Updated: 1/16/2020

Neonatal Respiratory Distress Syndrome

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Introduction
  • CXRPathophysiology
    • aka hyaline membrane disease
    • immature fetal lungs have a deficiency in surfactant
    • reduced surfactant results in low lung compliance and subsequent atelectasis, intrapulmonary shunting, and acute lung injury
  • Causes
    • prematurity (most important)
      • type II pneumocytes not developed
        • normal source of surfactant production
    • Cesarean section
      • lack of vaginal compression stress on the infant during delivery results in reduced fetal cortisol production and resultant reduction in surfactant production
    • maternal diabetes 
      • high insulin levels decrease surfactant production
        • increased fetal blood glucose results in increased fetal insulin production
Presentation
  • Symptoms
    • dyspnea, tachypnea during first hours of life
    • nasal flaring
    • expiratory grunting,
    • intercostal, subxiphoid retractions
  • Physical exam
    • severe hypoxemia 
      • not responsive to 100% O2
        • atelectasis results in intrapulmonary (right-to-left) shunting
          • perfusion without ventilation
Evaluation
  • ABG
    • hypoxemia
    • respiratory acidosis (elevated PCO2) from poor ventilation 
  • Histology 
    • hyaline membrane surrounds collapsed alveoli
  • CXR
    • "ground-glass" appearance 
  • Amniotic fluid  
    • lecithin:sphingomyelin ratio < 1.5 
Treatment
  • Prevention 
    • corticosteroids given to mother between 23 and 34 weeks gestation at increased risk for preterm delivery within 7 days  
      • results in increased surfactant production
  • Treatment
    • nasal CPAP
    • surfactant replacement (endotracheal, so intubation is needed) 
Complications
  • Bronchopulmonary dysplasia
    • still very common
  • Patent ductus arteriosus
    • normally closed by increased Otension at birth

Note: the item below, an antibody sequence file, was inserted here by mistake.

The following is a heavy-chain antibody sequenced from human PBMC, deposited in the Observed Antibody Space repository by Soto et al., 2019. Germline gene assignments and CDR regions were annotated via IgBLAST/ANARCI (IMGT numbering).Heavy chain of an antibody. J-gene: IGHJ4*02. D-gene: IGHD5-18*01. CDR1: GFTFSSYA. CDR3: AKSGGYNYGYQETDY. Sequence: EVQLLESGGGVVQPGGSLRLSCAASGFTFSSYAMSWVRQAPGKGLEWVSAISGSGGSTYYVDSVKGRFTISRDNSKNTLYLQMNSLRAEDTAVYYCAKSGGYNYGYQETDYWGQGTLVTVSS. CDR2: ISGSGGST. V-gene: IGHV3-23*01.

• hypoxia keeps shunt open
  • 100% O2 therapy damage
    • free radical damage of eyes and lungs
      • may result in blindness and pulmonary dysplasia 
    • damage also when the neonate is taken off oxygen therapy
      • upregulation of VEGF due to relative hypoxia results in neovascularization in the retina (retinopathy of prematurity)
 
 

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Questions (10)
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(M1.PL.15.70) An infant born prematurely at 28 weeks gestation is immediately noticed to be tachypneic and cyanotic following birth. A chest CT scan is obtained, which is shown in Figure A. A presumptive diagnosis is made based on the clinical picture and chest CT, and treatment is initiated. Which of the following organelles and cell types are involved in this clinical picture? Tested Concept

QID: 106490
FIGURES:
1

Lamellar bodies - type I pneumocytes

2%

(1/65)

2

Mitochondria - type II pneumocytes

3%

(2/65)

3

Lamellar bodies - type II pneumocytes

92%

(60/65)

4

Endoplasmic reticulum - type I pneumocytes

0%

(0/65)

5

Plasma membrane - type II pneumocytes

0%

(0/65)

M 1 D

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(M1.PL.14.70) A P2G1 diabetic woman is at risk of delivering at 29 weeks gestation. Her obstetrician counsels her that there is a risk the baby could have significant pulmonary distress after it is born. However, she states she will give the mother corticosteroids, which will help prevent this from occurring. Additionally, the obstetrician states she will perform a test on the amniotic fluid which will indicate the likelihood of the infant being affected by this syndrome. Which of the following ratios would be most predictive of the infant having pulmonary distress? Tested Concept